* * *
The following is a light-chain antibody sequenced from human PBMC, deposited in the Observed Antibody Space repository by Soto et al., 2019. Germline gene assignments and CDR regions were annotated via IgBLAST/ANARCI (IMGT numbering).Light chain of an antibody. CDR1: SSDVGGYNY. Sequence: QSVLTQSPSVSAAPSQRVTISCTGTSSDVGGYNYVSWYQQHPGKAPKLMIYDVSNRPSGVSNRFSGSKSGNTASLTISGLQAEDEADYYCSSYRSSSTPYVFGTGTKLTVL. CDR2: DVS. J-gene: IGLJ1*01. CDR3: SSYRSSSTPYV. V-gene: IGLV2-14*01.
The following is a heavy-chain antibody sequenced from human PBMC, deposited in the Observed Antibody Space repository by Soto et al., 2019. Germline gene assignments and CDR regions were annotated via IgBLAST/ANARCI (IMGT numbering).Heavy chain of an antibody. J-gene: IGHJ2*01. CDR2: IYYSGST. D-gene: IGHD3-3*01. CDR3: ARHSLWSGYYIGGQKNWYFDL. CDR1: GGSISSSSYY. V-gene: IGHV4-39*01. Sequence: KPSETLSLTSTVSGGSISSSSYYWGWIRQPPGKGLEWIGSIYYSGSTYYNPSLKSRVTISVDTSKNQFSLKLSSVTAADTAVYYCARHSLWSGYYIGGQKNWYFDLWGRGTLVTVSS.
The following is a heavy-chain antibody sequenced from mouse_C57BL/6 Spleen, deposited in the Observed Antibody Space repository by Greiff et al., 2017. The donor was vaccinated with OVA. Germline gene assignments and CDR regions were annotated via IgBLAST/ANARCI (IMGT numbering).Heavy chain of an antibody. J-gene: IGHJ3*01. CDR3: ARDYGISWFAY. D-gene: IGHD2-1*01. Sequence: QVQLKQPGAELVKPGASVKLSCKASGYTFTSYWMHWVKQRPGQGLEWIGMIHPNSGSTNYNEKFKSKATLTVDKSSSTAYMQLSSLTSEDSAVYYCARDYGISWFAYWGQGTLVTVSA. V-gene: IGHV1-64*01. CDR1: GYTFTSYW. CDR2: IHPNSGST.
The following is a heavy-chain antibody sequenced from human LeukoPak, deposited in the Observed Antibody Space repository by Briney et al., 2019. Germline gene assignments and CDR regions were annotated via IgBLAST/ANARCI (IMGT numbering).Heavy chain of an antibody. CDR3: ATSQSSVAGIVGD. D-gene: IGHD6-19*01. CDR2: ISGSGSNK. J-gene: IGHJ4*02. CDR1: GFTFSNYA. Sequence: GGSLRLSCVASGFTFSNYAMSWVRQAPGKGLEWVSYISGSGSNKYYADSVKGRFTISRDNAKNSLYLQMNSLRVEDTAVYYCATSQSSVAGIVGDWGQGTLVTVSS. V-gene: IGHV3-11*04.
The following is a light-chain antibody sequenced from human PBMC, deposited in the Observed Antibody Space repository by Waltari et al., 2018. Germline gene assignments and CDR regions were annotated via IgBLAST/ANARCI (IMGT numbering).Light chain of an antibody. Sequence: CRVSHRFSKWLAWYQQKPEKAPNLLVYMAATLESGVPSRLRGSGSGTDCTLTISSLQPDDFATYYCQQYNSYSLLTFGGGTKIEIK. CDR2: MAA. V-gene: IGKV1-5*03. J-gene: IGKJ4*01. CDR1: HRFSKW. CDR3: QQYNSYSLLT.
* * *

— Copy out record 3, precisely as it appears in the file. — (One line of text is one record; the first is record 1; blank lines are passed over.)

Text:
The following is a heavy-chain antibody sequenced from mouse_C57BL/6 Spleen, deposited in the Observed Antibody Space repository by Greiff et al., 2017. The donor was vaccinated with OVA. Germline gene assignments and CDR regions were annotated via IgBLAST/ANARCI (IMGT numbering).Heavy chain of an antibody. J-gene: IGHJ3*01. CDR3: ARDYGISWFAY. D-gene: IGHD2-1*01. Sequence: QVQLKQPGAELVKPGASVKLSCKASGYTFTSYWMHWVKQRPGQGLEWIGMIHPNSGSTNYNEKFKSKATLTVDKSSSTAYMQLSSLTSEDSAVYYCARDYGISWFAYWGQGTLVTVSA. V-gene: IGHV1-64*01. CDR1: GYTFTSYW. CDR2: IHPNSGST.